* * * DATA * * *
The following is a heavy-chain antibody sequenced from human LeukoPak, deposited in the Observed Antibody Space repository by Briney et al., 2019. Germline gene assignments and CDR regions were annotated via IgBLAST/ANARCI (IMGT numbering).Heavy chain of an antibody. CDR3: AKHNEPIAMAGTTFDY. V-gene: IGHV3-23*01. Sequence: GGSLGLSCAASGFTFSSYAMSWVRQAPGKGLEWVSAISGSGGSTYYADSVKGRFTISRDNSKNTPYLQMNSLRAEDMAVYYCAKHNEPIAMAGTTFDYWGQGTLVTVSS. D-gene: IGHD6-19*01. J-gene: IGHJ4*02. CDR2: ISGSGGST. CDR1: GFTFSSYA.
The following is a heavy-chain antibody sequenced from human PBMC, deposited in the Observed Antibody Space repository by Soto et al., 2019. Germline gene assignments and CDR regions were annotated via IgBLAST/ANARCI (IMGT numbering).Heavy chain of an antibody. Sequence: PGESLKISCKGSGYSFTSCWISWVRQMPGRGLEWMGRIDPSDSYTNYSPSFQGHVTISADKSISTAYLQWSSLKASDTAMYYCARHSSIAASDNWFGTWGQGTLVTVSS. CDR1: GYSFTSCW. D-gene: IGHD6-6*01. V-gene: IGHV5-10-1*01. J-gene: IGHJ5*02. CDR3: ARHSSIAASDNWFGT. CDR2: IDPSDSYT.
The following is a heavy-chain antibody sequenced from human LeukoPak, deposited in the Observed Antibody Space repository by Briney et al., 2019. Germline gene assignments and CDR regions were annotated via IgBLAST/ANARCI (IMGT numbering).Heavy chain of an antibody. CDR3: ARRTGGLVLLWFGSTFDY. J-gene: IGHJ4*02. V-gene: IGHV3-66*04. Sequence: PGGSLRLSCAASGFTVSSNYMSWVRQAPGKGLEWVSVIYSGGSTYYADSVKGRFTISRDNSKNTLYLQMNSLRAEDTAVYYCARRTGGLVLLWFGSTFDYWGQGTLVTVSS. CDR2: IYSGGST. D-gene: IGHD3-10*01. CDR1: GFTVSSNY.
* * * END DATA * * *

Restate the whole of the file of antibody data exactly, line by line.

The following is a heavy-chain antibody sequenced from human LeukoPak, deposited in the Observed Antibody Space repository by Briney et al., 2019. Germline gene assignments and CDR regions were annotated via IgBLAST/ANARCI (IMGT numbering).Heavy chain of an antibody. CDR3: AKHNEPIAMAGTTFDY. V-gene: IGHV3-23*01. Sequence: GGSLGLSCAASGFTFSSYAMSWVRQAPGKGLEWVSAISGSGGSTYYADSVKGRFTISRDNSKNTPYLQMNSLRAEDMAVYYCAKHNEPIAMAGTTFDYWGQGTLVTVSS. D-gene: IGHD6-19*01. J-gene: IGHJ4*02. CDR2: ISGSGGST. CDR1: GFTFSSYA.
The following is a heavy-chain antibody sequenced from human PBMC, deposited in the Observed Antibody Space repository by Soto et al., 2019. Germline gene assignments and CDR regions were annotated via IgBLAST/ANARCI (IMGT numbering).Heavy chain of an antibody. Sequence: PGESLKISCKGSGYSFTSCWISWVRQMPGRGLEWMGRIDPSDSYTNYSPSFQGHVTISADKSISTAYLQWSSLKASDTAMYYCARHSSIAASDNWFGTWGQGTLVTVSS. CDR1: GYSFTSCW. D-gene: IGHD6-6*01. V-gene: IGHV5-10-1*01. J-gene: IGHJ5*02. CDR3: ARHSSIAASDNWFGT. CDR2: IDPSDSYT.
The following is a heavy-chain antibody sequenced from human LeukoPak, deposited in the Observed Antibody Space repository by Briney et al., 2019. Germline gene assignments and CDR regions were annotated via IgBLAST/ANARCI (IMGT numbering).Heavy chain of an antibody. CDR3: ARRTGGLVLLWFGSTFDY. J-gene: IGHJ4*02. V-gene: IGHV3-66*04. Sequence: PGGSLRLSCAASGFTVSSNYMSWVRQAPGKGLEWVSVIYSGGSTYYADSVKGRFTISRDNSKNTLYLQMNSLRAEDTAVYYCARRTGGLVLLWFGSTFDYWGQGTLVTVSS. CDR2: IYSGGST. D-gene: IGHD3-10*01. CDR1: GFTVSSNY.